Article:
23 thoughts on “Objectivity, religion and the schools: yeah, right”

  1. “I keep hearing this, along with “mounting proof” …, but never see it. ”

    Did this fucking idiot witness his own birth?

  2. For what it’s worth, I went to private, Christian schools pretty much my whole life (basically everything but grad school) and we had required comparative religion courses. I can’t recall any teachers or parents complaining about exposure to other religions. I don’t recall any of them getting worried that by going to mosque or a Buddhist temple to hear what they believe that their little darlings would be challenged in their faith.
    One good thing about a comparative religion class is that statements like “The last thing religious people want is exposure to facts” would likely stop. Or, I suppose, you could just plug your ears and yell I’m not listening because I already know I’m right!

  3. For what it’s worth, I went to private, Christian schools pretty much my whole life (basically everything but grad school) and we had required comparative religion courses. I can’t recall any teachers or parents complaining about exposure to other religions. I don’t recall any of them getting worried that by going to mosque or a Buddhist temple to hear what they believe that their little darlings would be challenged in their faith.
    One good thing about a comparative religion class is that statements like “The last thing religious people want is exposure to facts” would likely stop. Or, I suppose, you could just plug your ears and yell I’m not listening because I already know I’m right!

  4. Also, I would hope that anybody who has ever taken a comparative religion course knows that “myth” doesn’t mean “false” and therefore really shouldn’t be insulting.

  5. Macht, I think that most people who use the word “myth” in reference to Bible stories are, in fact, using it as a synonym for “fictional tale” — certainly when they’re talking about Biblical creation.
    Also, although I haven’t taken comparative religion at either a private school or a public one, but I would no more expect them to be taught the same way in each place (not that I doubt that this happens) than I would biology to be taught the same way at each. Even where the curricula identical at each, teachers would be apt to bring their personal biases into classrooms.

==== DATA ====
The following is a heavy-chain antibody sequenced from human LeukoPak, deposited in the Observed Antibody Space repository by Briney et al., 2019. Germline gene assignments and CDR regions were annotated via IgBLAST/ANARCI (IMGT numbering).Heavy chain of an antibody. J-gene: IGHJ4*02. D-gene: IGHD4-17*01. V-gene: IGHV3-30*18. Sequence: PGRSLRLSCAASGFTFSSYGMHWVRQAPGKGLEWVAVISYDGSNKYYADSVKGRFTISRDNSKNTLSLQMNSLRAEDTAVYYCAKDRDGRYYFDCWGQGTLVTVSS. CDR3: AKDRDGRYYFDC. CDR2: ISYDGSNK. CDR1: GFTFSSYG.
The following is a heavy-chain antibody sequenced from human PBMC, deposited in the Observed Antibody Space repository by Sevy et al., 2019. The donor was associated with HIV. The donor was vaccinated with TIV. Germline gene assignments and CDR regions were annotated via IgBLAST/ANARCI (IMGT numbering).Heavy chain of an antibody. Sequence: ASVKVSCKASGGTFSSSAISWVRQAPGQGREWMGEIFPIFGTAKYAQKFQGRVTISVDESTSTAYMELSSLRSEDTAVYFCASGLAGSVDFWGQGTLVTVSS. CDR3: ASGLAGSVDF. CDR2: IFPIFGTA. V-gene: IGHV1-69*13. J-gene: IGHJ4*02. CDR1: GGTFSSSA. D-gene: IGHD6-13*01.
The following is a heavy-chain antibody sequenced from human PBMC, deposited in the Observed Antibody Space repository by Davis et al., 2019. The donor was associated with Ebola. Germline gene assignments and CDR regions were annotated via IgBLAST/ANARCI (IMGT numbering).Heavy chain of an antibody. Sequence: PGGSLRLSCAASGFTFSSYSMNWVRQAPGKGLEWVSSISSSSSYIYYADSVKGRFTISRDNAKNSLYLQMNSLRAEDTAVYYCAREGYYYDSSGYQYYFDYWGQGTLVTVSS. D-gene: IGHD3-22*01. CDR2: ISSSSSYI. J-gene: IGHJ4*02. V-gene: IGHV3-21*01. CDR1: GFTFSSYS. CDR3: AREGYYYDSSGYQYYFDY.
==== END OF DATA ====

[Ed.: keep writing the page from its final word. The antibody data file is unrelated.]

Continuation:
6. Yeah, you are right that most people take “myth” to be synonymous with “fictional tale” but this isn’t how the term is used in a comparative religion course. It has much more to do with how a story functions in a society than whether it is true or false. Some myths are much more historical than others (e.g., The Epic of Sundiata).
    I quite agree that comparative religion courses wouldn’t be taught the same way in a private and a public school. I also agree that all teachers bring their personal biases into the classroom. I had two reasons for commenting. First, your statement, “those fearing mass deconversion are correct” is incorrect – or, at least, the reasons you give don’t support the claim. Of all the people in my comparative religion classes, I’m not aware of any who felt their faith was challenged by learning about what other people believe and have believed.
    Second, was your ridiculous statement “The last thing religious people want is exposure to facts.” I’m honestly curious about what runs through somebody’s mind when they say things like this. My first thought was that it is a semi-serious, polemical statement written to an audience largely made up of atheists. My second thought was that I’ve seen statements all too similar to this much more frequently lately and that this chorus of statements tends to ironically reinforce itself with little regard to the facts. But the simple fact is that it isn’t true and a comparative religion course (I would hope) would dispel this myth (in the common sense of the word).